• Stress control and sleep are important.
  • The author had some metabolic syndrome components: high triglycerides, low HDL cholesterol, and type B LDL (small, dense particles).
  • He dislikes the usual-recommended low-fat, low-cholesterol diet.
  • 4 tbsp (60 ml) of extra virgin olive oil daily seems to lower blood pressure.
  • Magnesium supplementation may lower blood pressure.
  • The liver stores about 100 grams of glycogen and muscles store 300–500 grams.
  • Vanaspati is a “cheap ghee substitute” made from vegetable oil and widely used in Indian restaurants and many Indian processed foods. Avoid it since it’s a source of trans fats.
  • Aloo sabji is a potato dish.
  • Traditional Indian herbs/spices include turmeric, cardamon, ginger, and cilantro.
  • Find an Indian medication guide at http://www.medguideindia.com/show_brand.php.
  • Coconut milk is a traditional fat in India.
  • Curry, curry, curry.
  • http://www.pamforg/southasian.
  • http://southasiahealthsolutions.org.
  • Non-alcoholic steatohepatitis (NASH) is quite common in South Asians, seemingly linked to visceral (abdominal) obesity and insulin resistance related to carbohydrates.
  • The book has no specific focus on diabetes.

THUMBS UP OR DOWN?

Overall, I like many of Dr. Sinha’s ideas. They seem to be supported by his experience with his own patients. I trust him. I bet many South Asians and non-Asians eating the Standard American Diet would see improved health by following his low-carb, physically active program.

Steve Parker, M.D.

 

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Filed under Book Reviews, coronary heart disease, Heart Disease, India, Overweight and Obesity, Weight Loss

Dietary Advice for a 41-Year-Old South Asian With Prediabetes

The CulinaryRx blogger at MedPageToday asked two physicians what diet modifications they’d recommend for a 41-year-old man with prediabetes. (To read the article you may need to do a free sign-up.)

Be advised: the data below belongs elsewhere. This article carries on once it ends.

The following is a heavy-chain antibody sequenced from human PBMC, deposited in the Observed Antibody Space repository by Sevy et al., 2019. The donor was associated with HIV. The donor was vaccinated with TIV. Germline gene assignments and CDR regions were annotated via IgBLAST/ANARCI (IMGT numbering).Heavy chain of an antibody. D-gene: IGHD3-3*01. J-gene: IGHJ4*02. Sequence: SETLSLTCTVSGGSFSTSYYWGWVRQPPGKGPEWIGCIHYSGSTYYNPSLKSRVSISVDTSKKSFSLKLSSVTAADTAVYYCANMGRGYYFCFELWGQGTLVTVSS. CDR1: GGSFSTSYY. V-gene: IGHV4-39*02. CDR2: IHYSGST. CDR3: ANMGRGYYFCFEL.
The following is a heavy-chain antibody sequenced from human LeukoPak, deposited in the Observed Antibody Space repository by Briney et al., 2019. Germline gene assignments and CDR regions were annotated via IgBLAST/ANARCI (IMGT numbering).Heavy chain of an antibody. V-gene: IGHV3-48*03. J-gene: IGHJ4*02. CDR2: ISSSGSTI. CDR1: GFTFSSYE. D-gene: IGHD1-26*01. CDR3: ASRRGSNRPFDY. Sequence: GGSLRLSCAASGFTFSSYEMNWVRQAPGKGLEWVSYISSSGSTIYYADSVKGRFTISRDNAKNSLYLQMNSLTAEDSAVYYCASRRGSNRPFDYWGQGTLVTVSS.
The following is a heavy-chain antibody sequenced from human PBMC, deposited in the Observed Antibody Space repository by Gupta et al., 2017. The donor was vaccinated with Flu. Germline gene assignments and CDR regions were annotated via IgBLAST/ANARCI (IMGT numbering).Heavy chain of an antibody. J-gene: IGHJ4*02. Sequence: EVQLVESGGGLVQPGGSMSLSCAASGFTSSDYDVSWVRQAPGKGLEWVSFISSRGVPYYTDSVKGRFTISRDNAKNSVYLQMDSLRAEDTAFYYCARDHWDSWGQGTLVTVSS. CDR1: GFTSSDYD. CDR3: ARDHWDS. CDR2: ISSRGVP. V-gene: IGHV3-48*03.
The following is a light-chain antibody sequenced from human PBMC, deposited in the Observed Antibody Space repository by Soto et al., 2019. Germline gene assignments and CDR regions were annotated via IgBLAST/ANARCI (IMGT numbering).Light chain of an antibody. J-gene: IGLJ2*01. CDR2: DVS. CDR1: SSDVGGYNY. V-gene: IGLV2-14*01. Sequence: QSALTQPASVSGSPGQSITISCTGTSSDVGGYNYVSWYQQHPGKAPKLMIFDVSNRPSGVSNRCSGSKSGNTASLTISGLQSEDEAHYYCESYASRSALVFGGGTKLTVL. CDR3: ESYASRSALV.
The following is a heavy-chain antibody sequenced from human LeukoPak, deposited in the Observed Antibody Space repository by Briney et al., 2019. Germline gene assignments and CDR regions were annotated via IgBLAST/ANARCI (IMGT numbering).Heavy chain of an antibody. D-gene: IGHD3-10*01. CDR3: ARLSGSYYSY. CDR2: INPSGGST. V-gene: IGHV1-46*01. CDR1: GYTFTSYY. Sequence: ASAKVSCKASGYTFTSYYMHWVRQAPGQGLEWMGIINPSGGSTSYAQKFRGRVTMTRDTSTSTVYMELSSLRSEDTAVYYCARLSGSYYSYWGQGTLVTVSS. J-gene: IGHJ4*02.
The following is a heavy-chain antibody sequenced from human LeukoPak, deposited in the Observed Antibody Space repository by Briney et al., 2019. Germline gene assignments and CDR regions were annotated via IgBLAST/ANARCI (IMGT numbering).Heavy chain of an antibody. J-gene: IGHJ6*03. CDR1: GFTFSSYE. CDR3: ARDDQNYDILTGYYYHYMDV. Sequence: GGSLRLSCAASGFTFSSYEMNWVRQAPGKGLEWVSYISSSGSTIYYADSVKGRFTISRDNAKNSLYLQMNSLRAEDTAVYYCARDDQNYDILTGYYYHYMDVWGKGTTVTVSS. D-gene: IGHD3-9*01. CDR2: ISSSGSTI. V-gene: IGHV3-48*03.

The moderator asked his experts twice whether carbohydrate restriction is important, and never got a straight answer. These experts must not think it’s important since they push legumes, lentils, fruits, and whole grains. Dr. Nadeau said he believes there is no specific diet for folks with diabetes. I almost fell off my chair when I read one comment recommending cookies and sweets, because they’re traditional. They also recommend low glycemic load, nuts, higher protein consumption, vegetables, and “good oils” like olive oil (ghee not mentioned).

Read this blog post for prior comments that include advice from possible clinicians.

I’m confident that Dr. Ronesh Sinha in Silicon Valley, California, would disagree with the advice of MedPageToday’s experts. Dr. Sinha would likely recommend limiting digestible carbohydrates to 50–150 grams/day as the most important dietary step. (I plan on a review of Dr. Sinha’s book here within a few months.)

I’m still looking for clinical studies of various diets for South Asians (aka Indian Asians) with prediabetes and diabetes.

Steve Parker, M.D.

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Does a Low-Carb High-Fat Diet Work for South Asian Indians With Diabetes?

Indian street seller selling tea - masala chai

Indian street seller selling tea – masala chai

Dr. Andreas Eenfeldt shares an email from Aniruddha Bhaduri, a 43-year-old diabetic living in New Delhi. He’s had type 2 diabetes for ten years.